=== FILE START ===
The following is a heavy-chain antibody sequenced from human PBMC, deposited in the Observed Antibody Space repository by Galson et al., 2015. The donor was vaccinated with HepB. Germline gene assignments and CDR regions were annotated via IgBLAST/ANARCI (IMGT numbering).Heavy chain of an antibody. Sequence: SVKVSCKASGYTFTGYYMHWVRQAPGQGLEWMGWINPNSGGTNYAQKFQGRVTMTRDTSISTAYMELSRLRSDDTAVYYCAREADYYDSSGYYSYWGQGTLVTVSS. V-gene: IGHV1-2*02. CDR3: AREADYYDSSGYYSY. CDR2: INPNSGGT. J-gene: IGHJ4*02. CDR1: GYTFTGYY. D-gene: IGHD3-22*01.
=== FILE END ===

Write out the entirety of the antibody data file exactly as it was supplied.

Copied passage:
The following is a heavy-chain antibody sequenced from human PBMC, deposited in the Observed Antibody Space repository by Galson et al., 2015. The donor was vaccinated with HepB. Germline gene assignments and CDR regions were annotated via IgBLAST/ANARCI (IMGT numbering).Heavy chain of an antibody. Sequence: SVKVSCKASGYTFTGYYMHWVRQAPGQGLEWMGWINPNSGGTNYAQKFQGRVTMTRDTSISTAYMELSRLRSDDTAVYYCAREADYYDSSGYYSYWGQGTLVTVSS. V-gene: IGHV1-2*02. CDR3: AREADYYDSSGYYSY. CDR2: INPNSGGT. J-gene: IGHJ4*02. CDR1: GYTFTGYY. D-gene: IGHD3-22*01.